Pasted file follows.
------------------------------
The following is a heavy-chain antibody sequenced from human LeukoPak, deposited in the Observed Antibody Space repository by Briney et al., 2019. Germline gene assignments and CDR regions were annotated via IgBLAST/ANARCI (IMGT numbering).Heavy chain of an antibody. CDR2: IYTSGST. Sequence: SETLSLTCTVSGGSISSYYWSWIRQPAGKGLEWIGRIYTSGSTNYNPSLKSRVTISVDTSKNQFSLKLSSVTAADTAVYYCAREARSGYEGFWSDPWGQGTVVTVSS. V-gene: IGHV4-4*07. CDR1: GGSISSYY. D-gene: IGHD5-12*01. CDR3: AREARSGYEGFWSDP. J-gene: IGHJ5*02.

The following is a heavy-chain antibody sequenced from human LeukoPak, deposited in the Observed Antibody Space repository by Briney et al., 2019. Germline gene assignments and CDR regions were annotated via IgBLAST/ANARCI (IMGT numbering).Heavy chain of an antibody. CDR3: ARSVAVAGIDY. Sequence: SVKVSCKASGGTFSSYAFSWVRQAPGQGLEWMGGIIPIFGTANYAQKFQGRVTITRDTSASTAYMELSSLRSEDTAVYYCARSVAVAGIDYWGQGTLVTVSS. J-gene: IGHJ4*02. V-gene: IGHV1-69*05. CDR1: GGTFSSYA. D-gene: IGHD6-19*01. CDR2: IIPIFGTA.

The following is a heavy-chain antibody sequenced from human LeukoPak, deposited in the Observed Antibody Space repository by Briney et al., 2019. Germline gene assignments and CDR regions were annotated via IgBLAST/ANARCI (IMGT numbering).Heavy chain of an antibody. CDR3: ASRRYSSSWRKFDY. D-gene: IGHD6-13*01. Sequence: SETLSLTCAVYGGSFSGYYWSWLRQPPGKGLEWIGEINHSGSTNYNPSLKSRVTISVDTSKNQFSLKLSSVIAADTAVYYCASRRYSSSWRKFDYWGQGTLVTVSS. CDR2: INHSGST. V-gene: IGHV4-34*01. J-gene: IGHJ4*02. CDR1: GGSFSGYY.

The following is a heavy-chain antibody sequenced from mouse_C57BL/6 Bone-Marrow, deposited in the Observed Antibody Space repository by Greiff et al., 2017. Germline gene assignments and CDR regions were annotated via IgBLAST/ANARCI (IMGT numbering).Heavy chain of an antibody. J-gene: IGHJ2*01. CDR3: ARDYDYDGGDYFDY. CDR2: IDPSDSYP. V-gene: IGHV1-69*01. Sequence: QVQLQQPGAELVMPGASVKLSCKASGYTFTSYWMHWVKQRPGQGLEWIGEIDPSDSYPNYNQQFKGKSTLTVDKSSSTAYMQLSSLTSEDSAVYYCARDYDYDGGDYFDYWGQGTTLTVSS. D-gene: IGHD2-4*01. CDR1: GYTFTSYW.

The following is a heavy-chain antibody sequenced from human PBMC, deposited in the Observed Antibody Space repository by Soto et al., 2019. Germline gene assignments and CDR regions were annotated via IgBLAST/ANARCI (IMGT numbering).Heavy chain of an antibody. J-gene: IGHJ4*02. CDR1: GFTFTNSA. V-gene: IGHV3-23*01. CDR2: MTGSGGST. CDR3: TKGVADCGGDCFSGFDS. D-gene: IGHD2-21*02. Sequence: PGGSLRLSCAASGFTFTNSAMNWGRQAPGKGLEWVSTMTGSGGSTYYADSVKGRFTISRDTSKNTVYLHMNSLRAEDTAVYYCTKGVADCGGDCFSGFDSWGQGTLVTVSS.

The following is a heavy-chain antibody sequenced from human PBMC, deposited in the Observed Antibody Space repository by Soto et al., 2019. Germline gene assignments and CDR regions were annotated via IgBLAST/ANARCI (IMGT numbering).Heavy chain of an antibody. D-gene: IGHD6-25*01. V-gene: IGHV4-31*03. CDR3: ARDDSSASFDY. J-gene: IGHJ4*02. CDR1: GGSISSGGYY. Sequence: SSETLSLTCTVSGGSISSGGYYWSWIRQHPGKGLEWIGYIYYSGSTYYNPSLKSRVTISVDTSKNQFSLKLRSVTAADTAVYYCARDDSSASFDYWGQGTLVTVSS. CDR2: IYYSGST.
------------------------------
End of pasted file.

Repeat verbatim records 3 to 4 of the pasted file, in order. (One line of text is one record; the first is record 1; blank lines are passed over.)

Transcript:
The following is a heavy-chain antibody sequenced from human LeukoPak, deposited in the Observed Antibody Space repository by Briney et al., 2019. Germline gene assignments and CDR regions were annotated via IgBLAST/ANARCI (IMGT numbering).Heavy chain of an antibody. CDR3: ASRRYSSSWRKFDY. D-gene: IGHD6-13*01. Sequence: SETLSLTCAVYGGSFSGYYWSWLRQPPGKGLEWIGEINHSGSTNYNPSLKSRVTISVDTSKNQFSLKLSSVIAADTAVYYCASRRYSSSWRKFDYWGQGTLVTVSS. CDR2: INHSGST. V-gene: IGHV4-34*01. J-gene: IGHJ4*02. CDR1: GGSFSGYY.

The following is a heavy-chain antibody sequenced from mouse_C57BL/6 Bone-Marrow, deposited in the Observed Antibody Space repository by Greiff et al., 2017. Germline gene assignments and CDR regions were annotated via IgBLAST/ANARCI (IMGT numbering).Heavy chain of an antibody. J-gene: IGHJ2*01. CDR3: ARDYDYDGGDYFDY. CDR2: IDPSDSYP. V-gene: IGHV1-69*01. Sequence: QVQLQQPGAELVMPGASVKLSCKASGYTFTSYWMHWVKQRPGQGLEWIGEIDPSDSYPNYNQQFKGKSTLTVDKSSSTAYMQLSSLTSEDSAVYYCARDYDYDGGDYFDYWGQGTTLTVSS. D-gene: IGHD2-4*01. CDR1: GYTFTSYW.